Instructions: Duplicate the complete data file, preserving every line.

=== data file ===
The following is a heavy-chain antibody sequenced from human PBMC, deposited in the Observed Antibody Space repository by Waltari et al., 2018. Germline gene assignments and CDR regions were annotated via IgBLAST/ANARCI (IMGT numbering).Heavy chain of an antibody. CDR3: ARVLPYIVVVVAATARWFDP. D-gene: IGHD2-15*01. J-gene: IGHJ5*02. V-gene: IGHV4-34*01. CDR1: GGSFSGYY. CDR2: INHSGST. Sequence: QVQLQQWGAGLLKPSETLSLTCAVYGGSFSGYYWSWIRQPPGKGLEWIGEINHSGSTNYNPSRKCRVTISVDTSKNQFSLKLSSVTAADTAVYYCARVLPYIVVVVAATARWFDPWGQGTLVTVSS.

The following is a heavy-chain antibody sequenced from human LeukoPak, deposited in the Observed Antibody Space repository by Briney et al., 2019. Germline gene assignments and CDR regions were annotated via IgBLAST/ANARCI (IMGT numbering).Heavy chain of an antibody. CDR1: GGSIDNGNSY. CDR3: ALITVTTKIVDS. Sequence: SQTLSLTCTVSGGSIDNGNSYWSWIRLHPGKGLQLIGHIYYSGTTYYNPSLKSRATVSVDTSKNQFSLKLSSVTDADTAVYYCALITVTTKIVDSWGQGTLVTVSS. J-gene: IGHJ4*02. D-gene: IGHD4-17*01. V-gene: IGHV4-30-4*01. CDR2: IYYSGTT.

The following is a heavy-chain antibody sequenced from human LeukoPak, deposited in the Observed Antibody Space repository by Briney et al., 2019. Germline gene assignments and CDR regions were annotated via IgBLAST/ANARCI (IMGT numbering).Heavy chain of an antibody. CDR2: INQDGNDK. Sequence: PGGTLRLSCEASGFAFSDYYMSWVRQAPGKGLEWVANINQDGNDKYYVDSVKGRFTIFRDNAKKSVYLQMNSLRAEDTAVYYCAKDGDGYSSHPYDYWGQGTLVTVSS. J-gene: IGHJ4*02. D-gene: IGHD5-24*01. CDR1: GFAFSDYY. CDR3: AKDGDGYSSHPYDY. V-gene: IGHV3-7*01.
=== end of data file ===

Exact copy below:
The following is a heavy-chain antibody sequenced from human PBMC, deposited in the Observed Antibody Space repository by Waltari et al., 2018. Germline gene assignments and CDR regions were annotated via IgBLAST/ANARCI (IMGT numbering).Heavy chain of an antibody. CDR3: ARVLPYIVVVVAATARWFDP. D-gene: IGHD2-15*01. J-gene: IGHJ5*02. V-gene: IGHV4-34*01. CDR1: GGSFSGYY. CDR2: INHSGST. Sequence: QVQLQQWGAGLLKPSETLSLTCAVYGGSFSGYYWSWIRQPPGKGLEWIGEINHSGSTNYNPSRKCRVTISVDTSKNQFSLKLSSVTAADTAVYYCARVLPYIVVVVAATARWFDPWGQGTLVTVSS.

The following is a heavy-chain antibody sequenced from human LeukoPak, deposited in the Observed Antibody Space repository by Briney et al., 2019. Germline gene assignments and CDR regions were annotated via IgBLAST/ANARCI (IMGT numbering).Heavy chain of an antibody. CDR1: GGSIDNGNSY. CDR3: ALITVTTKIVDS. Sequence: SQTLSLTCTVSGGSIDNGNSYWSWIRLHPGKGLQLIGHIYYSGTTYYNPSLKSRATVSVDTSKNQFSLKLSSVTDADTAVYYCALITVTTKIVDSWGQGTLVTVSS. J-gene: IGHJ4*02. D-gene: IGHD4-17*01. V-gene: IGHV4-30-4*01. CDR2: IYYSGTT.

The following is a heavy-chain antibody sequenced from human LeukoPak, deposited in the Observed Antibody Space repository by Briney et al., 2019. Germline gene assignments and CDR regions were annotated via IgBLAST/ANARCI (IMGT numbering).Heavy chain of an antibody. CDR2: INQDGNDK. Sequence: PGGTLRLSCEASGFAFSDYYMSWVRQAPGKGLEWVANINQDGNDKYYVDSVKGRFTIFRDNAKKSVYLQMNSLRAEDTAVYYCAKDGDGYSSHPYDYWGQGTLVTVSS. J-gene: IGHJ4*02. D-gene: IGHD5-24*01. CDR1: GFAFSDYY. CDR3: AKDGDGYSSHPYDY. V-gene: IGHV3-7*01.